This story will be updated.
Following the May 1 deadline, only 445 first-year students have committed to attending DePauw University in fall of 2019, President Mark McCoy announced at the end of Monday’s monthly faculty meeting. This means the incoming class could be nearly 20% smaller than the goal size as well as 20% smaller than the class of 2022.
The announcement followed an email sent to faculty and staff by McCoy at the end of last week announcing that enrollment numbers were “significantly lower” than the university had hoped for and promising to share more information in the coming days. In the past, the Office of Admissions aimed to enroll 630 students but the number was lowered this year to 550 to reflect some challenges DePauw currently faces, McCoy said.
McCoy identifies those challenges as the shrinking population of college-age students, competition with other institutions for applicants and the rising cost of higher education. He also blames the negative impression given by recent faculty and staff layoffs, the vote of no-confidence in him held last November and the “crackdown on drinking” that may have influenced prospective students.
DePauw’s struggle to fill seats is not unique. According to the 2018 Survey of College and University Admissions Directors conducted by Inside Higher Ed in collaboration with Gallup, last year only 43% of private institutions offering bachelor’s degrees hit their admissions goals on May 1. When universities extended the deadline to June 1, an additional 7% met their goals, leaving half of the private 4-year institutions that responded with less students than intended.
The class of 2023 will be the first class at DePauw in at least a decade with less than 500 students, according to the Office of Institutional Research. While class sizes continue to fluctuate, total enrollment has been declining. In fall of 2009, 2,396 students were enrolled in classes. Since then, the total enrollment has dropped more than 10%, with only 2,156 enrolled this past fall.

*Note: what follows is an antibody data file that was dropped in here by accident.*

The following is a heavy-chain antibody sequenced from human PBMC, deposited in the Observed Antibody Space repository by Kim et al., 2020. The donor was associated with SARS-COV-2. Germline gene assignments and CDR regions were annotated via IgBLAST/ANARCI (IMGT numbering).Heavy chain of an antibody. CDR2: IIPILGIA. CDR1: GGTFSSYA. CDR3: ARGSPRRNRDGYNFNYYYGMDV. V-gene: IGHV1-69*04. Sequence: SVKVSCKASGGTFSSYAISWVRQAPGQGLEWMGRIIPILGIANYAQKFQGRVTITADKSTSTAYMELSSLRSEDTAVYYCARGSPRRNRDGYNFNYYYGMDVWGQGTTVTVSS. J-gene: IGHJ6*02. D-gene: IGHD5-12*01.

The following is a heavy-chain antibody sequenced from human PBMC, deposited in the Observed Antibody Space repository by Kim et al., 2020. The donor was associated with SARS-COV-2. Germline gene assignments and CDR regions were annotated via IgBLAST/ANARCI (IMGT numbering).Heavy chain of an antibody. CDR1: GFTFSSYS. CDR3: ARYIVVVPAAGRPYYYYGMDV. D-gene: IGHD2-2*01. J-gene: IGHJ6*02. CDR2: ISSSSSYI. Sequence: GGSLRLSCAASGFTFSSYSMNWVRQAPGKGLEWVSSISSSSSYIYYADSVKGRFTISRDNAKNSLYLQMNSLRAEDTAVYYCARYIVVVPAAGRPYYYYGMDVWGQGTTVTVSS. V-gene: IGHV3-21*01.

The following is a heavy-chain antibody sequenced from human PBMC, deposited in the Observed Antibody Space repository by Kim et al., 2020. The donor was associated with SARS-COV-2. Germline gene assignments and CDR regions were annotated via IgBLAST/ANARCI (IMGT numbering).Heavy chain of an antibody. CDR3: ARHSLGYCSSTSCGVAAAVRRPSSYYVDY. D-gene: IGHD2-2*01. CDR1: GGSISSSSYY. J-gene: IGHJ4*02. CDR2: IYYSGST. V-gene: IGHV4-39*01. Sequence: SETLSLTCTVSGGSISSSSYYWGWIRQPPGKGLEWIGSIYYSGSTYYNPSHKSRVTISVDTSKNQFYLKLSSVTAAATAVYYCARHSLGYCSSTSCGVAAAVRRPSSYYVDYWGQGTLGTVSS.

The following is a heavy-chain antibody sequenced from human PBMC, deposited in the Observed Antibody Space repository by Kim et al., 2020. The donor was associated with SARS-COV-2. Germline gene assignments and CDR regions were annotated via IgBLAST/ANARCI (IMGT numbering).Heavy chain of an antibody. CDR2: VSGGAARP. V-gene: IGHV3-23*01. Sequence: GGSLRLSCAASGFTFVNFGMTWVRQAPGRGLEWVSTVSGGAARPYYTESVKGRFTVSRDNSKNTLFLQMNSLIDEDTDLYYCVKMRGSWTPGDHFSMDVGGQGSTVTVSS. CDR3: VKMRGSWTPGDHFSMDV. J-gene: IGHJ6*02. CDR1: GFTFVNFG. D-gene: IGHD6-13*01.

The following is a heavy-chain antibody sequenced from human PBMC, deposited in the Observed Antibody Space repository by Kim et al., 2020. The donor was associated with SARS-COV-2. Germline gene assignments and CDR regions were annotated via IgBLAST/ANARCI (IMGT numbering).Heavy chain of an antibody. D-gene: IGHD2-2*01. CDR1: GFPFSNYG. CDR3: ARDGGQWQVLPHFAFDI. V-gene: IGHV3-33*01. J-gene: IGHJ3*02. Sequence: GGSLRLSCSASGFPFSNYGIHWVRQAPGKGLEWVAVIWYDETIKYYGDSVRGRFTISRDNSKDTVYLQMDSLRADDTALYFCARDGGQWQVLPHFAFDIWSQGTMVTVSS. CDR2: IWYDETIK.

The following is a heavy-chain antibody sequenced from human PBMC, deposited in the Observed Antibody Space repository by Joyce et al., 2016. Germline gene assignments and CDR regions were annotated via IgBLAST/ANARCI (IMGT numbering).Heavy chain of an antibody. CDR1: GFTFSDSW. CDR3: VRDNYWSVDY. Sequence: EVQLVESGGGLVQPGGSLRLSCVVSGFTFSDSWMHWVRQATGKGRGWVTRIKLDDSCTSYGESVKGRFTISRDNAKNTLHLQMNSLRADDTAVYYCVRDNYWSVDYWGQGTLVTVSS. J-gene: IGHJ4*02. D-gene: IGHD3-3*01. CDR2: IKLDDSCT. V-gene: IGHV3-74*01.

McCoy assured faculty in his email and again at the meeting that “there will be no cuts or reductions as a result of this class.”
He claims that because of the layoffs earlier this semester DePauw will be okay financially, despite the smaller class size.
McCoy feels that once the official amount is announced for DePauw’s annual fundraising campaign, which he calls the largest campaign in DePauw’s history, and the continuation of current construction projects will “show that this restructuring was not done in fear or panic but in preparation for a thriving DePauw.” He claims that even with the smaller class size, DePauw is in better financial shape than it has been in years.
Though Vice President of Enrollment Management Robert Andrews has many ideas why the number of enrolled students is smaller, the university will have a better understanding in late June once the results of a survey conducted by Hanover Research have been analyzed. Some students who applied to DePauw but did not end up enrolling will be sent a survey questioning what factors deterred them from DePauw. A board member has donated Amazon gift cards in hopes that it will be enough of an incentive to get additional responses.
There is still hope that the class will grow as DePauw is still allowing students to change their minds. “Every year, the May 1 number means less because students want more time to decide—there’s still a lot of people out there,” said McCoy.
If the 2023 class stays small, McCoy is optimistic that they will be able to close the dorm that is in the worst shape, offering better housing to the new students.